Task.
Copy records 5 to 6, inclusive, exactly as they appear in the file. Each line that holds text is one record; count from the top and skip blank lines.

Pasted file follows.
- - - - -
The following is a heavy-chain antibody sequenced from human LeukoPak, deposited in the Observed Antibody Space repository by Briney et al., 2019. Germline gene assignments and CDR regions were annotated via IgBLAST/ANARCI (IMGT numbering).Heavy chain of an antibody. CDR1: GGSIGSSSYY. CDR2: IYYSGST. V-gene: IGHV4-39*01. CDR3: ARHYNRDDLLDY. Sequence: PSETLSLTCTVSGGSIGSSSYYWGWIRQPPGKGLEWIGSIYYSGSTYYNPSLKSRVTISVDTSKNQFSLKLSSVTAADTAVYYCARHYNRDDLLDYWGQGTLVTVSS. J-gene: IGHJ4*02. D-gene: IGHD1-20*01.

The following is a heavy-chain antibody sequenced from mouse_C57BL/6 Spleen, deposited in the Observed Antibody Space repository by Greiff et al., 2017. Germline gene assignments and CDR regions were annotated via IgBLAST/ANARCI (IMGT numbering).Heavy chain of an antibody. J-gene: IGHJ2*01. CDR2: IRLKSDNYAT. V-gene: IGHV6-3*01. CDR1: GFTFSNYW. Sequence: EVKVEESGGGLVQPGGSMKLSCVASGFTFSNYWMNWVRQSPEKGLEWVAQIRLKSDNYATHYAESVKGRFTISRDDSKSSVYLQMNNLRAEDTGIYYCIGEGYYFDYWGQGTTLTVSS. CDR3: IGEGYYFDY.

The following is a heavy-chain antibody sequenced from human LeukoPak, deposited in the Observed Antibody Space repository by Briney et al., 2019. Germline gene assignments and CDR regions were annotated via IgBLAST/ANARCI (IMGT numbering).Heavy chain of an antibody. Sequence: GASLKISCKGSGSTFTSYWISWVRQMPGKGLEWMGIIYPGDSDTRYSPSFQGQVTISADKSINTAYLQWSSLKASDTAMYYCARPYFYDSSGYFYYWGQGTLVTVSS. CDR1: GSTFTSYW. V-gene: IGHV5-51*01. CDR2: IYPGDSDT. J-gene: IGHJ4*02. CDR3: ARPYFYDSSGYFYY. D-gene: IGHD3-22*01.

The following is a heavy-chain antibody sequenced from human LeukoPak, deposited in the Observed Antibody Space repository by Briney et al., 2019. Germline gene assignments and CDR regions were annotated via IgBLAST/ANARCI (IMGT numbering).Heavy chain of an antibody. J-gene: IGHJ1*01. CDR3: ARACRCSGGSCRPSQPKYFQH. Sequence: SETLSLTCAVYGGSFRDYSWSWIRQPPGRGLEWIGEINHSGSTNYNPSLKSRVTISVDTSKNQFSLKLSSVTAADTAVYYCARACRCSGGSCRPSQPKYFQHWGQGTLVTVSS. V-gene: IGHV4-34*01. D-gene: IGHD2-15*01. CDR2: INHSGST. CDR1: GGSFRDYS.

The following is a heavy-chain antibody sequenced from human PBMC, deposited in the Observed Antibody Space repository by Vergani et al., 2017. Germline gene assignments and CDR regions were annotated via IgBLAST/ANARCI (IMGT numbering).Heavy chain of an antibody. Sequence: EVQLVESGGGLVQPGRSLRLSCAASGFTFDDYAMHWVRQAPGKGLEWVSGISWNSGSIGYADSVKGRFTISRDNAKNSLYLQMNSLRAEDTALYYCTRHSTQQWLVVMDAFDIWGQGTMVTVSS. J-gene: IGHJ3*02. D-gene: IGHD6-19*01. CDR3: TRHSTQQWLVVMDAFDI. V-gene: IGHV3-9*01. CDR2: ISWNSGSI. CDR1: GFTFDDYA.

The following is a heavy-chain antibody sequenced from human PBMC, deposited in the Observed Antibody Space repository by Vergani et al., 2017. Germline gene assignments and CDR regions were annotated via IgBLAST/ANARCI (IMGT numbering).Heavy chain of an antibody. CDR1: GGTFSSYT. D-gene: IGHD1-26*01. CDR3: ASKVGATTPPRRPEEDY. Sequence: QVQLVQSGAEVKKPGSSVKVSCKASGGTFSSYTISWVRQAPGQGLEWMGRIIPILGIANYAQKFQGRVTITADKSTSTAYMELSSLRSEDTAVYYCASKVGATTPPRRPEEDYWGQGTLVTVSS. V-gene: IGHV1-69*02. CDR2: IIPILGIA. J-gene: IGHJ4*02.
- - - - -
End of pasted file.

The following is a heavy-chain antibody sequenced from human PBMC, deposited in the Observed Antibody Space repository by Vergani et al., 2017. Germline gene assignments and CDR regions were annotated via IgBLAST/ANARCI (IMGT numbering).Heavy chain of an antibody. Sequence: EVQLVESGGGLVQPGRSLRLSCAASGFTFDDYAMHWVRQAPGKGLEWVSGISWNSGSIGYADSVKGRFTISRDNAKNSLYLQMNSLRAEDTALYYCTRHSTQQWLVVMDAFDIWGQGTMVTVSS. J-gene: IGHJ3*02. D-gene: IGHD6-19*01. CDR3: TRHSTQQWLVVMDAFDI. V-gene: IGHV3-9*01. CDR2: ISWNSGSI. CDR1: GFTFDDYA.

The following is a heavy-chain antibody sequenced from human PBMC, deposited in the Observed Antibody Space repository by Vergani et al., 2017. Germline gene assignments and CDR regions were annotated via IgBLAST/ANARCI (IMGT numbering).Heavy chain of an antibody. CDR1: GGTFSSYT. D-gene: IGHD1-26*01. CDR3: ASKVGATTPPRRPEEDY. Sequence: QVQLVQSGAEVKKPGSSVKVSCKASGGTFSSYTISWVRQAPGQGLEWMGRIIPILGIANYAQKFQGRVTITADKSTSTAYMELSSLRSEDTAVYYCASKVGATTPPRRPEEDYWGQGTLVTVSS. V-gene: IGHV1-69*02. CDR2: IIPILGIA. J-gene: IGHJ4*02.